I began cooking lessons and hope to continue them. My latest obsession is eating locally resourced foods. I savor visiting nearby farmers markets and natural food stores. The difference in quality and the knowledge that what you will be eating is the freshest food possible make it well worth the slightly higher cost. More importantly, I am much more present in act of choosing my food and preparing it. Shopping and cooking have become forms of art. The other day I purchased a $12.00 organic free-range chicken butchered the day before. I massaged that chicken with a butter, brown sugar and clove concoction and then slow-roasted it to perfection. It was the best chicken I have ever had and my dinner companion concurred. You can be sure, none of that bird will be wasted.

There may be a career for me in this localvore industry, I can feel it. Maybe I’ll work at a farmer’s market. Maybe I’ll write about locally resourced products, or farm-to table-restaurants. The other life changes and affirmations that I’ve experienced in the past few years would also make a good read. Since I’ve allowed myself to imagine a whole different life I feel liberated and empowered. Sure, an artist’s life is different from the norm and it is a rewarding life. For me, though, making my living as a painter began to feel stale. Now, the career possibilities I’m considering are new, fresh, and undiscovered. I’m scared shitless, but I’m also very present. I’ve got my attention.

There’s something else to share here, yet another development. While teaching a plein air painting class the other day, I was demonstrating to a student and working on a small oil of a garden scene. After giving her instructions about what I wanted her to concentrate on, I sent the student off to work on her piece and continued playing with mine. Suddenly, an idea came to me for a series of paintings. My well is full again.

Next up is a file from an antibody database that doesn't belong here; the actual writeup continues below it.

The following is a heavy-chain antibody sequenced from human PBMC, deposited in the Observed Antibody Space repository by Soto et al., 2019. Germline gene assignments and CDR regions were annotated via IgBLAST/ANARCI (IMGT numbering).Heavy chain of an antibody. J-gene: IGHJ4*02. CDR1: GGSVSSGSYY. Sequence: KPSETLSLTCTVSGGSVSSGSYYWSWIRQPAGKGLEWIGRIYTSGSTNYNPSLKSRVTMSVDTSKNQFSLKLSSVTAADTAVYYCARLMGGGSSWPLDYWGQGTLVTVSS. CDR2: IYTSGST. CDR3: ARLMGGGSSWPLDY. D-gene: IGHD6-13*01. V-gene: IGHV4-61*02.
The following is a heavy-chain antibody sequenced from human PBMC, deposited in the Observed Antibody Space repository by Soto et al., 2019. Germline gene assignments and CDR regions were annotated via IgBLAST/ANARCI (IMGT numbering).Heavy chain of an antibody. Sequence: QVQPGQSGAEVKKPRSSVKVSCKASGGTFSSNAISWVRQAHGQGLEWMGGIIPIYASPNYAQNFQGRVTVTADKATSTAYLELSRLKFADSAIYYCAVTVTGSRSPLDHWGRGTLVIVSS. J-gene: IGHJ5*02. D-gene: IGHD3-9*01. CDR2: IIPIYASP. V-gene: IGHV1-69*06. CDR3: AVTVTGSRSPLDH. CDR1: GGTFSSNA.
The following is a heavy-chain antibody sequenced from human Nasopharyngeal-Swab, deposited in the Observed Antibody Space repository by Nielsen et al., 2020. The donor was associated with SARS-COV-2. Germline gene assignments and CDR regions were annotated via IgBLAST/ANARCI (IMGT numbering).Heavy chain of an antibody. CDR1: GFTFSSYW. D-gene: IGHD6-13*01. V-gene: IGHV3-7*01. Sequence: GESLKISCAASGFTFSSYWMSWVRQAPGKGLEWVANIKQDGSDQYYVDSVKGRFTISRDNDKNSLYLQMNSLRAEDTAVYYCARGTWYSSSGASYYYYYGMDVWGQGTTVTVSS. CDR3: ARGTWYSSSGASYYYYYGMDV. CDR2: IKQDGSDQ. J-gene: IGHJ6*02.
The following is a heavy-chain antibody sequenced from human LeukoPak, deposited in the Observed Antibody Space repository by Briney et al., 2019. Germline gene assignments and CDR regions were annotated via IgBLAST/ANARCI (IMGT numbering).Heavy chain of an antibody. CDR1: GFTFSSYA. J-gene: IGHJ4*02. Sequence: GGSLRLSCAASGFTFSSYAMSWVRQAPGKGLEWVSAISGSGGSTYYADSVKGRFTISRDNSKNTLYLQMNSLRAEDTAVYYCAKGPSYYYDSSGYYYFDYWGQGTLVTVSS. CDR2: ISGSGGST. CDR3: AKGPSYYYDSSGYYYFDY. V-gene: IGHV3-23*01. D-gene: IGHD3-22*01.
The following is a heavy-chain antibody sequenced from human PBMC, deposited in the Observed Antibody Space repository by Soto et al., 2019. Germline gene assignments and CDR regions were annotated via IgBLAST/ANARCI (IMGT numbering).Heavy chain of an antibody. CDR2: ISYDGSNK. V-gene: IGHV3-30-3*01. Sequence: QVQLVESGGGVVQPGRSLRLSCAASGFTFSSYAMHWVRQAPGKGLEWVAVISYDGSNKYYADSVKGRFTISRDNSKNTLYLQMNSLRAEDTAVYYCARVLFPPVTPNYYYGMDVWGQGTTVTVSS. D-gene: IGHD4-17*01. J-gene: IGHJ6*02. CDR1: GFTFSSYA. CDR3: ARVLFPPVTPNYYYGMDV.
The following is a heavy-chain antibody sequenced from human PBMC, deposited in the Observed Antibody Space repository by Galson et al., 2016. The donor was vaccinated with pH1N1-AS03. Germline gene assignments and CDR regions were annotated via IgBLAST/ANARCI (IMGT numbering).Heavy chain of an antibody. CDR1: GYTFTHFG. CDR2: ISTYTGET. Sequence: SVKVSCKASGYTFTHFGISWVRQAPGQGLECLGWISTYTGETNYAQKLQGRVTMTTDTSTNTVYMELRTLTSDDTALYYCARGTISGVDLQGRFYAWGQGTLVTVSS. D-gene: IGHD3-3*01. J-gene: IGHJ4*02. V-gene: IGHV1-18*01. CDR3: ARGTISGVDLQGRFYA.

6 comments:

  1. Very nice! This is something I would read in the NYTimes on Sunday! Tough being an artist. My Dad raised two boys being one. I remember his paintings hanging on clothes line along the Brandywine at art shows.

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  2. Anonymous, the Brandywine Arts Festival is still running, although it took a hiatus 2 years ago because no one wanted to run it. Artists are giving paintings away these days, it's simply tragic.

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  3. I'm reading this and thinking YES that is how I feel. I as you, are feeling like whats the point, and I feel like, I am really good at something no ones cares anything about, oh yeah, there always lots of praise, but writing the check is a different story, and not wanting to think its my art, I am just tired of making it a daily concern, and I want to stop.. I have always had a love for cooking and good food, along with the fresh wholesome way of thinking about food.. and yes its an art.. yes it is..I have had friends say , if your cooking , then yes we are staying.. and thats a awesome compliment, and I am very flattered. I cook for the love of it, and now I'm thinking I should paint for the love it, nothing more.. Thanks Donna, I'm glad I read this.. Rosie

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  4. Rosie, thanks!I'm glad many artists are not thinking of stopping altogether, but seriously, when work isn't selling, why paint to sell? It doesn't make any sense. Sometimes we are forced to look further into ourselves for that sense of connection. Sometimes, we just need a break in order to refill that well.

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  6. food presentation is not a bad idea for painting..:-)..it will be something new for you also..:-)
    I think you should go ahead with this idea..
    Thanks,